Fords Terror. June 20-22, 2011
27 June 2011 | posted at Juneau
Photo: entrance to Fords Terror
As I watched a small cruise ship steam by us in Fords Terror after it passed across the bar and through the narrows, I realized that Alaskan boaters don’t fear Fords Terror; it’s only us out-of-staters that make a big deal of it. I speculated that for Alaskan boaters, perhaps Fords Terror is just like Seymour Narrows: no big deal if you time it right
The best estimate of high-water slack at Fords Terror, as reported by Don Douglass, is about an hour after high water slack at Juneau.
In 2008 we got a good perspective on what happens when you go through at sometime other than near high-water slack. We arrived two hours after high-water slack at Juneau and just barely made it through. With the boat at full throttle (6.5 knots through the water) we were inching through the narrows. A few minutes later and we might not have made it at all. In the narrow entrance turning is impossible, we were lucky we didn’t end up on the rocks.
This time we were determined to be on time. We left Dawes with plenty of time to get to Fords Terror at high-water slack -- so much time we got there an hour early - exactly at high-water slack at Juneau instead of an hour after. We circled the outer basin wondering what to do. We could see the entrance, the current was running but it looked smooth.
“Let’s just go,” said Steve. “At least the current will be with us.”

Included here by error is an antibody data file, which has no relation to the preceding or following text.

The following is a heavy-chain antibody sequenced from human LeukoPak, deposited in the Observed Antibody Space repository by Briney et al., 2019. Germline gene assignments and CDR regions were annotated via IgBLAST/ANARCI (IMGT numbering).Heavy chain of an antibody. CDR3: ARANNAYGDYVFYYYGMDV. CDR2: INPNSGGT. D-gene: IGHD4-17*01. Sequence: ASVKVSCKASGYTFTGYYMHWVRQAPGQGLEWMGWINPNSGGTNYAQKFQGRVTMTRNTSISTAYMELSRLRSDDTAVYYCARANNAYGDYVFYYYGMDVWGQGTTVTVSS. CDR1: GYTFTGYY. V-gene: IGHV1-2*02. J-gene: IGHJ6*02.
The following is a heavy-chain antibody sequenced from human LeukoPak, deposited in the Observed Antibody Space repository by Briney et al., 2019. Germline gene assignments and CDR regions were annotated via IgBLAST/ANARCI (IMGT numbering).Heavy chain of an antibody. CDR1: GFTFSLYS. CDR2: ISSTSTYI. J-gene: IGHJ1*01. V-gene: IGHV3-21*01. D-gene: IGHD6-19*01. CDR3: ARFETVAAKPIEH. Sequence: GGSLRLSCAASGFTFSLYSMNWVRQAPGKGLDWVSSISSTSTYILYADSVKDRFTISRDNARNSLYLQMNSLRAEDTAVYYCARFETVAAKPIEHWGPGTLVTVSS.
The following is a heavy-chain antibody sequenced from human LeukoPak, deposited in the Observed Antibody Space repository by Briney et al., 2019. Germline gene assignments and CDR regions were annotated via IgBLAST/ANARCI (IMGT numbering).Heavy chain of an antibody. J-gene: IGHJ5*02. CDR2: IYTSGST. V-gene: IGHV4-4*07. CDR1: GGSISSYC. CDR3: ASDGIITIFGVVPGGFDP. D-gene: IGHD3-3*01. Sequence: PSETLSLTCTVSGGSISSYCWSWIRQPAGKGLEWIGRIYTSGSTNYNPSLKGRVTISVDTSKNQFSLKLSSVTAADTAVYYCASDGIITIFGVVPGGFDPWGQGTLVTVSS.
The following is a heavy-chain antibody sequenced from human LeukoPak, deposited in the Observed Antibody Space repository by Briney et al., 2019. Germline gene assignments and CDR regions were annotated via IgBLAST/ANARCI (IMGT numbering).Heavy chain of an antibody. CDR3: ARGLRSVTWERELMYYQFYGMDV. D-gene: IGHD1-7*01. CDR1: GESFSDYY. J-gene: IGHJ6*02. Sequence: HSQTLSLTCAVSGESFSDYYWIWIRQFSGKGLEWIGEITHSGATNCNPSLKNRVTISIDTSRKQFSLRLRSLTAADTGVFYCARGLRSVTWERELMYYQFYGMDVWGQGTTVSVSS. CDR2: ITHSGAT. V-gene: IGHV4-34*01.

We found the double waterfall (actually a quadruple waterfall on that day), lined up our stern with it, pointed the bow 290 Magnetic and headed in. We knew rocks were on either side of us but we couldn’t see them. Currents swirled around us but the ride was smooth. In a few minutes we were inside. It had been easy if a bit nerve-wracking.
We left the anchorage a day and a half later at the morning high-water slack. This time we went through almost exactly an hour after high-water slack at Juneau. But instead of slack water, the current had already turned and was ebbing. We had 2 knots of currents with us crossing the bar after the entrance.
We noted later that the cruise ship and a large fantail yacht that came in the second evening there appeared to be trying for about twenty minutes after high water at Juneau
So we didn’t ever hit the “right time,” but entrance and exit was still easy. Maybe that’s the secret -- knowing that you can’t possibly time it right but if you make your best guess -- between high-water slack at Juneau and an hour later-- whatever current you have will be something you can handle.